31 March 2009

Lazy battery pack, an update

Following the previous post, I have done some measurements.

First of all, the DC cable to FT817 does not show unusual impedance. Not the culprit.

Then, since my analog voltage meter is out of service, I have tried a different approach: build a simple XTAL oscillator, supply it with the AA cell and listen to frequency change at different AA cell loads.

Being the human ear faster than any analog instrument, I would be able to detect quick voltage changes.

First doubt: would a standard Colpitts 2N2222A XTAL oscillator work at 1.2V? Yes, it does! As biasing resistors I used 1k5 on the emitter to ground and 10k Vcc to base. Capacitive network in the ballpark of 50-100pF each for a 14 MHz XTAL. Cool! I have just built a XTAL tester that runs from 1.2V up to ... to... 15V and more!

Second doubt: does frequency really change with Vcc variations? And how much? Well, yes, it does! I have not done precise measurements yet, and YMMV, but dropping Vcc from 1.2V to 0.8V the 14 MHz beat on my HF receiver moves 1kHz or so. What?! It still oscillates down to 0.8V! [insert and happy face here]

The resulting circuit has, on one side of the AA cell the oscillator. On the other side I put a selectable resistive load through a normally open pushbutton. The junkbox provided one 1.2ohm and one 0.47ohm 2W resistors, enough for a simple load.

I also hooked up the DVM, and measured across the AA cell (rounded):
  • no load: 1.3V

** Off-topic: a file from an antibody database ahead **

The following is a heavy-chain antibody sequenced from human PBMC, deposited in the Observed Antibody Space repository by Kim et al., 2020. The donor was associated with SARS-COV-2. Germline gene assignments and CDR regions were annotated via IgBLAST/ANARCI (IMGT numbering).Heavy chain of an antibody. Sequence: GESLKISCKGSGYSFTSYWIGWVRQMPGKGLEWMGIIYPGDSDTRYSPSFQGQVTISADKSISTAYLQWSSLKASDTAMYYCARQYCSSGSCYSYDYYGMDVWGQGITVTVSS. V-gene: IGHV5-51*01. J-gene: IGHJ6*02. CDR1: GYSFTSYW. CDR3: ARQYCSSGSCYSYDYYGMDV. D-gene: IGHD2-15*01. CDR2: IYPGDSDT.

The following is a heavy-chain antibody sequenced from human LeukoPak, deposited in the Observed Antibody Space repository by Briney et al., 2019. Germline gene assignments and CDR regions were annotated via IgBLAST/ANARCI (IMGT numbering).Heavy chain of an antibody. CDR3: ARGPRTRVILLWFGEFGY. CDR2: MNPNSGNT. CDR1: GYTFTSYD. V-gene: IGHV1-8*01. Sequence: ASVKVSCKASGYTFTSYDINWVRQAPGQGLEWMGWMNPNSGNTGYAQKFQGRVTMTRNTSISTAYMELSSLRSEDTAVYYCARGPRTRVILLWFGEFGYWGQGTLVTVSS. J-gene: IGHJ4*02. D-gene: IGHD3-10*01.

• 1.2R load: 1.1V
  • 0.47R load: 0.8V
The beat on the HF receiver confirmed a constant voltage.

With some Ohm's law you can work out that each of these 8 cells has developed an internal series resistance of ca. 0.3ohm. Since my battery pack has 8 cells in series, the pack has an equivalent series resistance of 8 times 0.3 = 2.4ohm.
The FT817 at 5W keydown draws some 2A ... V = RI ... 2.4*2 = 4.8V of drop within the battery pack: no wonder the radio shuts down!

I did a recharge and the situation improved a little, but the pack still does not sustain FT817@5W.

I tried different AA NiMH cells and they do show a lower resistance/lower voltage drop. Strange enough I did not use or abuse that pack. Nevermind, I have learnt few things (highlighted above).

26 March 2009

Strange battery pack behavior

I had built two 9.6V circa 2500mAh external packs for FT-817. One, the older, started misbehaving.

Once charged it shows the usual 9.6+ V. If I connect the FT-817 to it, the displayed voltage is 9.6V rather than 10+V as before. If I hit the morse key the radio shuts down, except for 0.5W output power setting.

I need to check the power cord resistance, because I notice a 0.4V drop on the displayed voltage even with an external 20A PSU.

Then I suspect one or more AA cell gone bad. Now, how do I test them? I am thinking of a resistive load and voltmeter. At 5W keydown the FT817 draws 2.5A or so, that's about 0.5 ohm/3W resistor (testing once 1.2V cell at a time). I might start with a lighter 1.2A load, with a 1 ohm/1W surplus resistor. Resistors with a higher power rating are obviously fine. Let's see what I have in the junk box or recycle bin... Any better idea?

12 March 2009

The shack, storming

Taken from the model of group development ("Forming – Storming – Norming – Performing", see wikipedia), I'd say my shack evolution is now in the storming stage.

I bought a swedish designed 150x75 cm desk with extensible legs and above it a 120x28 cm shelf.

On the shelf I will install all radio-related equipment, such as RTX and power supplies. The desktop must be as clear as possible for morse key, logbook, notebook (if any) and ongoing electronic projects (on the left hand side).